CARL AZUZ, CNN 10 HOST: Should American companies that manufacture certain drugs be held responsible for overdose deaths from those drugs? That's the first subject we're exploring today. I'm Carl Azuz.
A district county judge in Oklahoma has ordered Johnson & Johnson, a pharmaceutical company, to pay $572 million for its role in Oklahoma's opioid crisis. This was the first state trial that tried to hold a pharmaceutical company responsible.
The crisis itself has been g?oing on for decades. In 2017, President Trump declared America's opioid crisis a public health emergency. The U.S. Centers for Disease Control says between 1999 and 2017, more than 700,000 died from drug overdoses. And that most of those deaths, 68 percent, involved opioids.
These are a class of drugs that include the illegal substance, heroine, but also pain killers that are legally prescribed like hydrocodone, morphine, and fentanyl. Johnson & Johnson makes everything from medical equipment to skin care products to baby shampoo.
It also owns a smaller company that manufactures legal opioids. That's why Oklahoma sued it. Oklahoma says Johnson & Johnson created the opioid crisis there that killed more than 6,000 people statewide, destroyed families, and hurt communities.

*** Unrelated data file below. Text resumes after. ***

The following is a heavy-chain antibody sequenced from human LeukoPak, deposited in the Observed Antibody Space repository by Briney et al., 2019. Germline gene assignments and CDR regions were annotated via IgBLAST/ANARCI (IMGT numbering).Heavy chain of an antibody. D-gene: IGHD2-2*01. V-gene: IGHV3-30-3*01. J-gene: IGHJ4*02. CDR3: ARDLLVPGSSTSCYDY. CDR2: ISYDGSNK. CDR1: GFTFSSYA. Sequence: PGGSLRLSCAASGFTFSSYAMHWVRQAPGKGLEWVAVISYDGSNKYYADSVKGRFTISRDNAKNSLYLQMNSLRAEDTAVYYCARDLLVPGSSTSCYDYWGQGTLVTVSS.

How could that happen if opioids are legally prescribed by doctors and then consumed by patients? In his decision against Johnson & Johnson, the judge wrote that the company actively promoted opioids, suggested that Americans in pain needed more pain killers and implied that there's a low risk these drugs would be abused and a low danger in prescribing them.
Johnson & Johnson says it recognizes that the opioid crisis is a complex health issue, but that it followed state laws, marketed its drugs responsibly, and that Oklahoma failed to prove that a Johnson & Johnson company caused any harm. It's planning to appeal the decision.
The reason this case is getting so much attention nationwide is because it could be used as an example in other lawsuits by other states that are suing opioid makers.